RJS has been doing a series called "Our Reasonable Faith" and today's Third Post tackled the problem of pain and evil and a loving God. It is an important conversation [I urge you to read the post as well as the comments] and I joined in at comment #51 with the following very purple thoughts:
Wow…what a thread. Too much to read and process properly, but I have a few coins to toss into the well here.
First of all, Peck’s “People of the Lie” is an interesting look into human evil, consistent with what mariam and Diane have shared.
Secondly, I have been wondering what you meant, Bob #6, when you said: “And the whisperer is trying to establish a foothold at JesusCreed.” I’m hoping that you are not saying that we cannot have a conversation with lots of random thoughts about this most disturbing phenenomon. I hope you have continued reading the comments … this is a very thoughtful thread.
There has been a tremendous amount of transparency in what has been shared, and I know that many of us have lain on the floor and groaned, like doperdeck, over why our precious children and loved ones must suffer so intensely. Sigh…. It is, indeed a mystery.
Finally, Phil #18, you said this: “In some ways I’m tempted to suggest that maybe God’s love or power is limited in some way. But I really don’t know. . . And honestly, it bothers me.”
The story of Job is an important one for this discussion. It contains many mysteries about “why” that we should try to learn from. If God wanted to answer these very questions, would not this have been the place? Yet we see that Job was righteous, that God was confident of his loyalty, that Job was able to voice his grief to God in a very rigorous manner … and God honors his relationship with Job by actually showed up. After helping Job realize that he doesn’t really understand what is involved in being God … Job realizes that he asked a question that cannot be answered. Not because God is unwilling to explain, but because [he is] unable to understand. And so we are called to trust God.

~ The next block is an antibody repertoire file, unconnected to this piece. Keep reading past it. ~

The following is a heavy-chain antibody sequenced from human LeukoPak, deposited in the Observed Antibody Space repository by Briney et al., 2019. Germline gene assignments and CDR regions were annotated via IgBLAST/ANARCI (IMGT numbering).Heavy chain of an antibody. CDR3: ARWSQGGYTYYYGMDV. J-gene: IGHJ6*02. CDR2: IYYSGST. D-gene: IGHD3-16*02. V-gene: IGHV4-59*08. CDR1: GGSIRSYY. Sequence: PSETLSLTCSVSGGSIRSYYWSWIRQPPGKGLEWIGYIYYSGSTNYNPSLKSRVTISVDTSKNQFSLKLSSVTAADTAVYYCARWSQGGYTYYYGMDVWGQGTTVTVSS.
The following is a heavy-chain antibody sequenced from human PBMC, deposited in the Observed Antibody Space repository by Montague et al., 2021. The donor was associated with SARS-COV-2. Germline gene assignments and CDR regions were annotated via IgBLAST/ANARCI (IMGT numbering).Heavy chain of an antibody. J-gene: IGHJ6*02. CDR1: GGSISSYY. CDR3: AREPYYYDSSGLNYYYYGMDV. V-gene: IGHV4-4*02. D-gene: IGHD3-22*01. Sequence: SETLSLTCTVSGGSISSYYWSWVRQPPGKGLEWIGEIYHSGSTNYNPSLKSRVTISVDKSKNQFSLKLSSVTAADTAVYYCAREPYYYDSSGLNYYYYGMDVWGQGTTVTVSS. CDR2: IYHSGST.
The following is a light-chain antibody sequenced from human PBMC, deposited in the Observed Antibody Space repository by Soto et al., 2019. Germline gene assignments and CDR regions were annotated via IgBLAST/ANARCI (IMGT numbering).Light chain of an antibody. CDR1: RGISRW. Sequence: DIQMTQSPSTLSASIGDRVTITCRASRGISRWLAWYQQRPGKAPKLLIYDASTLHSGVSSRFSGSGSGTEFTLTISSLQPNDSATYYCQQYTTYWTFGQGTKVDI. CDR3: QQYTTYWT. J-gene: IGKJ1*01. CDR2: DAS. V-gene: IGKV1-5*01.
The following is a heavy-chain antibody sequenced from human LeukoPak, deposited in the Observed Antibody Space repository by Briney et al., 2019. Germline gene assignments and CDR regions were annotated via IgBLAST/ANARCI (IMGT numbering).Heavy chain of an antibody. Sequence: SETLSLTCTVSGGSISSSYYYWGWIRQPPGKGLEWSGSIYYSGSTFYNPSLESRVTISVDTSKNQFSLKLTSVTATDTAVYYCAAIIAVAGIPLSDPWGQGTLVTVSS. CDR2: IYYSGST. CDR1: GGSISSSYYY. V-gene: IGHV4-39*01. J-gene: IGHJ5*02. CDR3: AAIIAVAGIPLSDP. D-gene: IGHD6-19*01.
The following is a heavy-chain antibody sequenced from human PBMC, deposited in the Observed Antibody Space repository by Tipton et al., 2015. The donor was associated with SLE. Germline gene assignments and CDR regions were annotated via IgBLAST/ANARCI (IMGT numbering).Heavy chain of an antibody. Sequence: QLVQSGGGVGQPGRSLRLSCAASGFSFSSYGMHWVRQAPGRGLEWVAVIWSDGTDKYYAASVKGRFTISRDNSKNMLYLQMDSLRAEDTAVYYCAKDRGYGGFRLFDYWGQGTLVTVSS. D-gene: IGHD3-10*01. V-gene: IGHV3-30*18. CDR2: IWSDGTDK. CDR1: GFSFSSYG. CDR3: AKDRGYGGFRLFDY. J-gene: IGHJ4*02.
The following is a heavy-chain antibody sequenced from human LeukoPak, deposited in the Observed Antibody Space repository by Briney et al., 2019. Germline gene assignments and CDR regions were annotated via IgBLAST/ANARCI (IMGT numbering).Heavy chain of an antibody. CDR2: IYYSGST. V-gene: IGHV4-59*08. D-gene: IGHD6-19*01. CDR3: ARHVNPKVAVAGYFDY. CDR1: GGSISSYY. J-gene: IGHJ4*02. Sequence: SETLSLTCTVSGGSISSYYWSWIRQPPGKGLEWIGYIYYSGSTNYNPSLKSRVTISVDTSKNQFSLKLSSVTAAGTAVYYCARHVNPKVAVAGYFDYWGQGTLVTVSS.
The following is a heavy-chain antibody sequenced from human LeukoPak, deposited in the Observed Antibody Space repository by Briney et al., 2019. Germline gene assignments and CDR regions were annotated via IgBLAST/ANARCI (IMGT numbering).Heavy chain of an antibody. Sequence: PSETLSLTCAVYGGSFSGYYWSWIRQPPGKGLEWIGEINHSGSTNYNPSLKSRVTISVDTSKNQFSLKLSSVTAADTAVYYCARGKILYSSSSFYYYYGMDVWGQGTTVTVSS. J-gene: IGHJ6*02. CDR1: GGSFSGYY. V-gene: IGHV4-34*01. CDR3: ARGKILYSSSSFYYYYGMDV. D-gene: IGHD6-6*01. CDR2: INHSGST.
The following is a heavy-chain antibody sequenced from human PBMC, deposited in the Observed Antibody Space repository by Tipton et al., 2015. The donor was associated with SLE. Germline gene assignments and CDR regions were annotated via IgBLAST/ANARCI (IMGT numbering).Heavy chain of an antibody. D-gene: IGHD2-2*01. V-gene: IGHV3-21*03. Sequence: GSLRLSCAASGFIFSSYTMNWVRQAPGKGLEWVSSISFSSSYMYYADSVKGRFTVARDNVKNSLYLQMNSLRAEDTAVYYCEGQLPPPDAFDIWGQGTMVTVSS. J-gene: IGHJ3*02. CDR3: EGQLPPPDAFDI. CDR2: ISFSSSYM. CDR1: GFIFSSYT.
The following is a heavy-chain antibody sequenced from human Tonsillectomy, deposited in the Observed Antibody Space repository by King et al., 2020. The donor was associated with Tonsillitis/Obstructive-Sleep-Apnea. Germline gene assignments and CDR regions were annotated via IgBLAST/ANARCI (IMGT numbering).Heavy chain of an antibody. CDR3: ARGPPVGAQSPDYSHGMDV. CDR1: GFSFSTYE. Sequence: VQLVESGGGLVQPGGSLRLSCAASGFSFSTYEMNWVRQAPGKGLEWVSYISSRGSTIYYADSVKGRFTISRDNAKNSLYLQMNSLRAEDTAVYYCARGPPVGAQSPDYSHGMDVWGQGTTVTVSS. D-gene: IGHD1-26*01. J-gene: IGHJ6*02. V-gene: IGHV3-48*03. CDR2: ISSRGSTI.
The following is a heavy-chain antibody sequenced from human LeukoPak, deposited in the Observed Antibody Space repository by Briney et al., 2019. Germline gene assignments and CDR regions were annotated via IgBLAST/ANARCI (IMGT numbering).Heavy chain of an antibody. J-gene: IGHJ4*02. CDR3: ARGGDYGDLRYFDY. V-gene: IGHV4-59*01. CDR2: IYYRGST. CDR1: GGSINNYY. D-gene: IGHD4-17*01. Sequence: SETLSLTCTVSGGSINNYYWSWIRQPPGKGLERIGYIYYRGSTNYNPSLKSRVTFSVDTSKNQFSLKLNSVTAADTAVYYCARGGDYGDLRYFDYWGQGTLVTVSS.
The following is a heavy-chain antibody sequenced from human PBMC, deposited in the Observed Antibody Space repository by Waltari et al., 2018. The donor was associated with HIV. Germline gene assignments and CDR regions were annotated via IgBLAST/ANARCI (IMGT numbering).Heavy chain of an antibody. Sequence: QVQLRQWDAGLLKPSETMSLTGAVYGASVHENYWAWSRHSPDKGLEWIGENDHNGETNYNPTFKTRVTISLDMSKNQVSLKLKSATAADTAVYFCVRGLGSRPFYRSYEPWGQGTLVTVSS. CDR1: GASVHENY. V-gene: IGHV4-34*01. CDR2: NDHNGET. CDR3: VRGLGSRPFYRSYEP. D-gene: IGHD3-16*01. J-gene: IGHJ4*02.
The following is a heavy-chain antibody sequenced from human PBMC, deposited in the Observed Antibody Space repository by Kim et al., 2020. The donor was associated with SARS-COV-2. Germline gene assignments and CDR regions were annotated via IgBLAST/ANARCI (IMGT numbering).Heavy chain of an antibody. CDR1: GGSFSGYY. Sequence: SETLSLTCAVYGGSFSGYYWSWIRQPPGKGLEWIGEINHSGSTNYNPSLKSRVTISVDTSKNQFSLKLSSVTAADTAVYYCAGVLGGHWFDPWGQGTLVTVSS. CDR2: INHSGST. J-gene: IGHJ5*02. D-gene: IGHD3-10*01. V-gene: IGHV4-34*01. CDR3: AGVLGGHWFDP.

This is part of how God is limited — not in his ability to be and do, but in our ability to receive and understand. God has to restrain himself (a term I prefer to limited, actually) in order to enter into relationship with us. His greatest example of this kind of self-restraint is in the Incarnation.
Others have spoken of a God who does not interfere in our circumstances to change outcomes unless it particularly serves a purpose of his that is beyond our scrutiny. Many times in many places around the world, we see the power of God released for healing and wholeness … and many times we are left to endure the agony and groaning. [And we must join with Job: the Lord gives and the Lord takes away -- blessed be the name of the Lord.]
But the bottom line must be one of faith in the steadfast love of God for his Eikons — and trust that he walks with us, whether it be in the valley of the shadow of death or on the mountain tops with amazing vistas, or the plains where things just are, well, normal. Because he is actively at work in us and in his world bring about renewal and reconciliation and restoration according to his loving will and our readiness to receive and participate in his Mission.
…and so I have learned to be content, regardless of my circumstance. And sometimes the face of contentment is awash in tears and questions of how and when, but no longer why.
Grateful for Papa's Restraint